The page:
What’s the difference between Greek yogurt and regular yogurt? Is one better for you than the other?
The yogurt aisle can be one of the most overwhelming parts of grocery shopping these days. The number of brands, styles, and flavors — and the myriad marketing techniques — can frustrate even a well-educated consumer. Greek yogurt sales, along with the similar Icelandic or skyr yogurt, have exploded in recent years, and for good reason.
All yogurt, no matter what style, starts with milk and bacterial cultures (think good-for-the-gut probiotics), which are fermented and then the whey is strained off. The style of the yogurt depends on how it is strained. Greek and Icelandic yogurt are strained more times than regular yogurt, removing more whey, and creating a creamier and thicker texture and a slightly stronger flavor. Because the straining yields a more concentrated product, more milk is required to make these yogurts. This is why they are often more expensive than regular yogurt. Each brand of yogurt might go through a slightly different straining process, which is why the thickness and texture vary slightly between brands.
The straining process also affects the nutrition content of yogurt. The following chart outlines the differences between 1 cup of low-fat regular, Greek, and Icelandic yogurt.
|Low-Fat Regular Yogurt||Low-Fat (2%) Greek Yogurt||Low-Fat (2%) Icelandic/Skyr Yogurt|
|Fat||2g total/1.5g saturated||4g total/3g saturated||4g total/3g saturated|
|Calcium||35% Daily Value (DV)||25% DV||30% DV|
Note: nutrition content may vary slightly between brands.
Greek and Icelandic yogurts have more protein, fewer carbohydrates, and about half the sodium of regular yogurts. They also have less lactose (the form of sugar naturally found in dairy products), which can be beneficial for those who are sensitive to lactose.
Greek-style yogurt is different from Greek yogurt in both the straining and ingredients. Instead of using the authentic straining process that makes Greek yogurt Greek, food companies may add thickeners and protein concentrates (usually whey or milk protein concentrate) to create a similar texture, but different product. This version tends to be higher in calories, because the carbohydrate content is similar to regular yogurt and the protein content is greater.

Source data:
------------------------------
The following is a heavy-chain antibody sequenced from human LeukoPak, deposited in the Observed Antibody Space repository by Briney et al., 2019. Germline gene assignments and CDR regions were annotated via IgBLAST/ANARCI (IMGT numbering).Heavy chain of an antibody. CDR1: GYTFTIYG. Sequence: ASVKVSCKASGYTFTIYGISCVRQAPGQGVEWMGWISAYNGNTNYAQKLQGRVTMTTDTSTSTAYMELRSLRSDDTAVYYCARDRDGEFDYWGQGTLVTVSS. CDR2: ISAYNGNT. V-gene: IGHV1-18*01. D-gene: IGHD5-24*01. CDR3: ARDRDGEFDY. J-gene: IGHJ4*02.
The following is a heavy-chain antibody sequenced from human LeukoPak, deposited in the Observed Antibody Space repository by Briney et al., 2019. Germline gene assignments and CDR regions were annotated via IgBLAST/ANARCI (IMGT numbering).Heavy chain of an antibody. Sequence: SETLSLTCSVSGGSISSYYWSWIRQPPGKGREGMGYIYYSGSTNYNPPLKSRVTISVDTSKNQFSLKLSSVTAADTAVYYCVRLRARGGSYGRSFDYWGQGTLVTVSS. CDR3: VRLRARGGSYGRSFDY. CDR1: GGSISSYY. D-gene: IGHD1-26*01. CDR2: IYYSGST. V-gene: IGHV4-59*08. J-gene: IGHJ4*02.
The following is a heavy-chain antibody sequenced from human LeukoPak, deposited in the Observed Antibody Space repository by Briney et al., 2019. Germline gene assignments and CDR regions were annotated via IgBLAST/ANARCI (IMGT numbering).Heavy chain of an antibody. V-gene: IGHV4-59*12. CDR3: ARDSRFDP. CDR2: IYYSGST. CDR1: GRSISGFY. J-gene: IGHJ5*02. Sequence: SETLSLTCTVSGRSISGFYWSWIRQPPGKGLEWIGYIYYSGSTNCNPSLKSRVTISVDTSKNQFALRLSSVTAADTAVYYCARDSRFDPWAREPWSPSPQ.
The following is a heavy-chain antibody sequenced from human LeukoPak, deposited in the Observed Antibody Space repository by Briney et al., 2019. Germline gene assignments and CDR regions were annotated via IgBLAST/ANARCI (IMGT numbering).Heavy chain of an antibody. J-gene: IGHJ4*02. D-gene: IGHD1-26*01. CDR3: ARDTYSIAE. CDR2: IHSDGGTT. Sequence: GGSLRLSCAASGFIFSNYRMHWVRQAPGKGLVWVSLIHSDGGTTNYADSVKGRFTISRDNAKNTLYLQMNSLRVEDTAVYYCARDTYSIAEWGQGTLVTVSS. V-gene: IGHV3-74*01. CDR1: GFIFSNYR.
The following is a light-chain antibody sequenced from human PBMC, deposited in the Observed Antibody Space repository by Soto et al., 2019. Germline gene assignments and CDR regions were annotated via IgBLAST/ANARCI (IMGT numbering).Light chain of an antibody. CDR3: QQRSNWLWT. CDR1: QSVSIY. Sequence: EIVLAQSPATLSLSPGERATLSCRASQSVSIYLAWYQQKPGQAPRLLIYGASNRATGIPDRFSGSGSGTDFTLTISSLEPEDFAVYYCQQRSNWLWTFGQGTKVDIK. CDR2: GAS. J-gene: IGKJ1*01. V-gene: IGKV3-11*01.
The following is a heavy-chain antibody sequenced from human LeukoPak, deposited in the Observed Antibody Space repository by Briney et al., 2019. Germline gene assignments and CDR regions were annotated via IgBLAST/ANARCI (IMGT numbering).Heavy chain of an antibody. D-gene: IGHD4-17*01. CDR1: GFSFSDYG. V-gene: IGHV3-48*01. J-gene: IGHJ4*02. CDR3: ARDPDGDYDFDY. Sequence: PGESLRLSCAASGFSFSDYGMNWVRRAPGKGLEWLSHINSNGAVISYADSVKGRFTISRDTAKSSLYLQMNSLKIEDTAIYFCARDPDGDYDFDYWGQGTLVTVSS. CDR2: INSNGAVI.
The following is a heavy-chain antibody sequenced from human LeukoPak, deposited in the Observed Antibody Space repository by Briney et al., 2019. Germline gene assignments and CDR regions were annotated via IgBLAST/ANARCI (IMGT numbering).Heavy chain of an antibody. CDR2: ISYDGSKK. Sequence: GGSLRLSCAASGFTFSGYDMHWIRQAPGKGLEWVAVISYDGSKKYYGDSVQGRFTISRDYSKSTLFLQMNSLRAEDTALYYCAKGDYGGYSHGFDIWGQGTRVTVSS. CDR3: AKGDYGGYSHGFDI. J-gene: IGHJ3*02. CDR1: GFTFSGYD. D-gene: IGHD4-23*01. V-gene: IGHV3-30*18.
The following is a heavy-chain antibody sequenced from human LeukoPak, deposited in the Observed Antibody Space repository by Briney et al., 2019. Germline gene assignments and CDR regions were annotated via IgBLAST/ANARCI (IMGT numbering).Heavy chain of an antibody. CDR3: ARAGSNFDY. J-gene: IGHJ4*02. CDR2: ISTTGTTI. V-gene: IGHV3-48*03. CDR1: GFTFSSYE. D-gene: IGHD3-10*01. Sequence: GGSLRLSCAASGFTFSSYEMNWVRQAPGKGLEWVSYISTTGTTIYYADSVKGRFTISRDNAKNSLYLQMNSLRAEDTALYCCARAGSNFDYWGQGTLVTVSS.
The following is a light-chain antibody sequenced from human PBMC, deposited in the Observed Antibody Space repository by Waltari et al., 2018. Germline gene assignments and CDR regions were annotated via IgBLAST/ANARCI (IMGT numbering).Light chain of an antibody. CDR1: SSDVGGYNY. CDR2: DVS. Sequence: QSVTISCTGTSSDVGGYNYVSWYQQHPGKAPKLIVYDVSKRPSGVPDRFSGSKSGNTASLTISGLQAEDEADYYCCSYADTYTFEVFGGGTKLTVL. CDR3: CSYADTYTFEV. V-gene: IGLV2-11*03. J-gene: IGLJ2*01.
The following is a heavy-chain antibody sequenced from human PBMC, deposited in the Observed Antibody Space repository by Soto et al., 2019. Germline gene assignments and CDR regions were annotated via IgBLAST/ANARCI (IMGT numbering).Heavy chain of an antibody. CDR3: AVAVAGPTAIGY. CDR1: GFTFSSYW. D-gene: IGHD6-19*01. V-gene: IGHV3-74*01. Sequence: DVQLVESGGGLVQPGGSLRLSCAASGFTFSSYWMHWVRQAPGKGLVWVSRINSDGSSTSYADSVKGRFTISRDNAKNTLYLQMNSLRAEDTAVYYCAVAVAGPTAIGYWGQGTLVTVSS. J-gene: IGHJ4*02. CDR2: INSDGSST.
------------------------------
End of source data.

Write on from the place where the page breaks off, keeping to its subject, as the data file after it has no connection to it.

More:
The higher-protein, lower-carbohydrate content of real Greek or Icelandic yogurts make them a filling yet low-calorie breakfast or snack, which is why many dietitians recommend them to those trying to manage their weight. There is also some research indicating that full-fat dairy products, such as yogurt, may offer benefits in regards to satiety and possible reduction of cardiovascular disease risk. While the research is fairly new, it does suggest that if you prefer the flavor and texture of full-fat yogurts, it is fine to enjoy them in moderation. (Children under age 2 are recommended to stick with full-fat dairy to support their healthy development.) Beware of flavored yogurts of any style, as the flavored versions can have up to 15 grams (about 4 teaspoons) of added sugar (about half of the recommended daily limit). Instead of purchasing flavored yogurts, add fresh fruit and/or 1 teaspoon of honey per cup of plain yogurt.
Greek yogurt is a versatile food, and the thick texture makes a healthy replacement in all or part for mayonnaise or sour cream in savory dishes. It’s also an excellent protein boost in a smoothie and can be used in baking instead of oil or butter. If you don’t love it at first, give a few different brands a try, as textures and flavors vary between brands. And of course, regular yogurt remains a fine choice, too.
About Ask Mickey: At Bon Appétit, we know there’s a lot on your plate that you worry about. Making good food choices helps you avoid unwanted pounds, work or study (and sleep!) better, and form long-lasting healthy eating habits. In the Ask Mickey column, Bon Appétit Management Company registered dietitian nutritionists offer tips on “chewing the right thing” and answer your nutrition questions. (Mickey, aka Michelina, is a particular feisty Italian grandmother who continues to inspire us.) Email your questions and feedback to firstname.lastname@example.org.